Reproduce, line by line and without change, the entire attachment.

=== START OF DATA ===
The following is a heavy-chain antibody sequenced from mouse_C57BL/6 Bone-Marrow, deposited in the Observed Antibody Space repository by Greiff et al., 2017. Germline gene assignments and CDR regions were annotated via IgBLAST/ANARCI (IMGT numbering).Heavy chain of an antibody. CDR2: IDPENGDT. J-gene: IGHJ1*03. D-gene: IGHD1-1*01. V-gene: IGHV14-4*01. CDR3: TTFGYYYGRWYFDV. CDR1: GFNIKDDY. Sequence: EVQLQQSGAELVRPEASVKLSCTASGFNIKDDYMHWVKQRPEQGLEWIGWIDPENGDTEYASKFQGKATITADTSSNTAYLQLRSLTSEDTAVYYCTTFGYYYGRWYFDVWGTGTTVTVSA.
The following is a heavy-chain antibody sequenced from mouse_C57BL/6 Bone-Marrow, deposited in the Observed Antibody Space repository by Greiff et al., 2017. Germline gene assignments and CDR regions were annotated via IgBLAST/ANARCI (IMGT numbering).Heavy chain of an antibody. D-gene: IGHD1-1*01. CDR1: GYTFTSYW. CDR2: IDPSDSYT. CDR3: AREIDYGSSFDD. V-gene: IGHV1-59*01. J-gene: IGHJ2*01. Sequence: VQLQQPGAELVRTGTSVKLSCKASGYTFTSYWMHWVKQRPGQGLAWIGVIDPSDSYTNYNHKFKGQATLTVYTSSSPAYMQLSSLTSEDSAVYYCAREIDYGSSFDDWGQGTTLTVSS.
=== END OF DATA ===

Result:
The following is a heavy-chain antibody sequenced from mouse_C57BL/6 Bone-Marrow, deposited in the Observed Antibody Space repository by Greiff et al., 2017. Germline gene assignments and CDR regions were annotated via IgBLAST/ANARCI (IMGT numbering).Heavy chain of an antibody. CDR2: IDPENGDT. J-gene: IGHJ1*03. D-gene: IGHD1-1*01. V-gene: IGHV14-4*01. CDR3: TTFGYYYGRWYFDV. CDR1: GFNIKDDY. Sequence: EVQLQQSGAELVRPEASVKLSCTASGFNIKDDYMHWVKQRPEQGLEWIGWIDPENGDTEYASKFQGKATITADTSSNTAYLQLRSLTSEDTAVYYCTTFGYYYGRWYFDVWGTGTTVTVSA.
The following is a heavy-chain antibody sequenced from mouse_C57BL/6 Bone-Marrow, deposited in the Observed Antibody Space repository by Greiff et al., 2017. Germline gene assignments and CDR regions were annotated via IgBLAST/ANARCI (IMGT numbering).Heavy chain of an antibody. D-gene: IGHD1-1*01. CDR1: GYTFTSYW. CDR2: IDPSDSYT. CDR3: AREIDYGSSFDD. V-gene: IGHV1-59*01. J-gene: IGHJ2*01. Sequence: VQLQQPGAELVRTGTSVKLSCKASGYTFTSYWMHWVKQRPGQGLAWIGVIDPSDSYTNYNHKFKGQATLTVYTSSSPAYMQLSSLTSEDSAVYYCAREIDYGSSFDDWGQGTTLTVSS.